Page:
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Serious labour standards violations in Brazil


Serious violations of core labour standards in Brazil

Brussels, 30 November 2004 (ICFTU online): A new report by the ICFTU on core labour standards in Brazil, produced to coincide with the World Trade Organisation's (WTO) review of the Latin American country's trade policy, shows important shortcomings in the application and enforcement of core labour standards, particularly with regard to the lack of trade union rights of workers, forced labour and child labour.

Among the most serious violations of core labour standards identified in the report are violations of trade union rights in rural areas, where employers are particularly hostile towards labour organisations and where the blacklisting of trade unionists is common. In fact, many trade unionists have been killed in rural areas since the 1980s.

Furthermore, the report notes that discrimination in access to employment and remuneration is frequent, and that Afro-Brazilians are particularly exposed to this form of prejudice. Afro-Brazilian women are discriminated against on the basis of race and sex.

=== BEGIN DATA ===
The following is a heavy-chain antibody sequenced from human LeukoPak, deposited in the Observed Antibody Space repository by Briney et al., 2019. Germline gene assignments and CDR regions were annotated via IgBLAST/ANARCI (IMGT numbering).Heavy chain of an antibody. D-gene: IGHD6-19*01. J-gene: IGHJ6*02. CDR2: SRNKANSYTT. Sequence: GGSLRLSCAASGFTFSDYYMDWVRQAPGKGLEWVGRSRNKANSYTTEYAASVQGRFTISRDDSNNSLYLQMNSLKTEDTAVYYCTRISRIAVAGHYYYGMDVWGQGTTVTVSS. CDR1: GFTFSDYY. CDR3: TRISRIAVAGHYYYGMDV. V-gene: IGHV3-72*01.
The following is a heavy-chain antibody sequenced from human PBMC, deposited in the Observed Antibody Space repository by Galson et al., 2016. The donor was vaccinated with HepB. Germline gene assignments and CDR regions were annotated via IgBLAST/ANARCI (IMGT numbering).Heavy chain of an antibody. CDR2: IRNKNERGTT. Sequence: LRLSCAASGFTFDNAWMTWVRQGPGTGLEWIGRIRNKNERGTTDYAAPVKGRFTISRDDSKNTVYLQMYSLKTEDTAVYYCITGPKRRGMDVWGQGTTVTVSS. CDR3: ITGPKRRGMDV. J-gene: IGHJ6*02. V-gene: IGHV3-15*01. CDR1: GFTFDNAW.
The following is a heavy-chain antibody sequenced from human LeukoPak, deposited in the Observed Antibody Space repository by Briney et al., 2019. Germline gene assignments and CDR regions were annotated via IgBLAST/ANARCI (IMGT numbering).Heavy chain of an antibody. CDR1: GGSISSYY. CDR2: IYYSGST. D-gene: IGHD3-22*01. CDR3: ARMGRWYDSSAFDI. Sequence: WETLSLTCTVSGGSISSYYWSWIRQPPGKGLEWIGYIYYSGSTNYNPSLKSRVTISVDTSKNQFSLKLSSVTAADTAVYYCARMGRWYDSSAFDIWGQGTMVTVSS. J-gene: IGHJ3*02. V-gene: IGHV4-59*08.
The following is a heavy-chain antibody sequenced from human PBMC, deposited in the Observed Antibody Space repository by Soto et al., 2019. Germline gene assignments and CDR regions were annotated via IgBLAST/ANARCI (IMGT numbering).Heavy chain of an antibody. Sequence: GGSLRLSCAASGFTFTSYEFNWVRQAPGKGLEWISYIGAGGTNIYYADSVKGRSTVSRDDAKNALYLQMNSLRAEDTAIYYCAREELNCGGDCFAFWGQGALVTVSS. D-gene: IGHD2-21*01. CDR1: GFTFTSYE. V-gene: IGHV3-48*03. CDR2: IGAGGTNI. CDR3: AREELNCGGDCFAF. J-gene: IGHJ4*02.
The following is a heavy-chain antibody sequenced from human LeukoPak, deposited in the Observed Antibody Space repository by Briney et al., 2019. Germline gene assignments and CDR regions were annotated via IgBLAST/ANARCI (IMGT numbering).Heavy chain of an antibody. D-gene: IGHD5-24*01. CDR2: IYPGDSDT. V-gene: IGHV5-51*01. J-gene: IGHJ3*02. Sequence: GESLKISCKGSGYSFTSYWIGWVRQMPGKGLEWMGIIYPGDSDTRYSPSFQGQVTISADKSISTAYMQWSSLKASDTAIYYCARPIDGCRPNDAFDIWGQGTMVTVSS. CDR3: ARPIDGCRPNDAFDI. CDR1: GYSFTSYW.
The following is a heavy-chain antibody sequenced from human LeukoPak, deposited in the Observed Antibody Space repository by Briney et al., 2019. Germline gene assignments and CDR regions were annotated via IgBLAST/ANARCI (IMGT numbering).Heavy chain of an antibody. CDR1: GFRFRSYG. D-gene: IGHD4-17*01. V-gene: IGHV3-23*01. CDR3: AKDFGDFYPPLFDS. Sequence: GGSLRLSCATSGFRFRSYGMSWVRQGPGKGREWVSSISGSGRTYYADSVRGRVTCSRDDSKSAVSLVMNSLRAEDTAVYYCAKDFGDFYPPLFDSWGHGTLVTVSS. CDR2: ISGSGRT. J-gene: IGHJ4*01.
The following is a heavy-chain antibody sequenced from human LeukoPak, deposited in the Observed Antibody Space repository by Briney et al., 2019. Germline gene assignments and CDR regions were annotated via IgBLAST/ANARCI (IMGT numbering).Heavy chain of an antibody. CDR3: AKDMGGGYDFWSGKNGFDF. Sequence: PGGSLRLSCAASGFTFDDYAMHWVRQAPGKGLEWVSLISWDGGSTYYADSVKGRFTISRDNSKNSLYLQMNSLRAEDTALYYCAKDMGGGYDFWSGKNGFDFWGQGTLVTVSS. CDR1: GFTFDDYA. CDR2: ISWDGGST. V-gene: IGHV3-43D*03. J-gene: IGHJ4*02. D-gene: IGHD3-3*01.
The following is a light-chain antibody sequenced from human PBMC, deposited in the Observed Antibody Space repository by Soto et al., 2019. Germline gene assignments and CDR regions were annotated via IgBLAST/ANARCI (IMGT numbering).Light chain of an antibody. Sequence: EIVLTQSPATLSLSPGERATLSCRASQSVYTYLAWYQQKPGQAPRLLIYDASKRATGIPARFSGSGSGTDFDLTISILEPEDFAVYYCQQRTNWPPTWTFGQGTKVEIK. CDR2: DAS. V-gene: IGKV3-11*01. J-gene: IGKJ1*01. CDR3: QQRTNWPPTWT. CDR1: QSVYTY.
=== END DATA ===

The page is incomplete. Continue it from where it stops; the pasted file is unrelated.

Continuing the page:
Although the number of working children is decreasing, a large number of children are still economically active, including in the worst forms of child labour. Child prostitution is a problem and there are many street children in Brazil.

Finally, there is a serious problem with forced labour in Brazil, particularly in rural areas, in forest clearing, lodging, charcoal production and agriculture, and a number of children are caught up in this. The International Labour Organisation has estimated that the number of people working in conditions of slavery to lie at around 40,000 (2003). Inspection has increased but the number of convictions remains too low.

To read the full report: http://www.icftu.org/displaydocument.asp?Index=991220867&Language=EN

The ICFTU represents 148 million workers in 231 affiliated organisations in 150 countries and territories. ICFTU is also a member of Global Unions: http://www.global-unions.org

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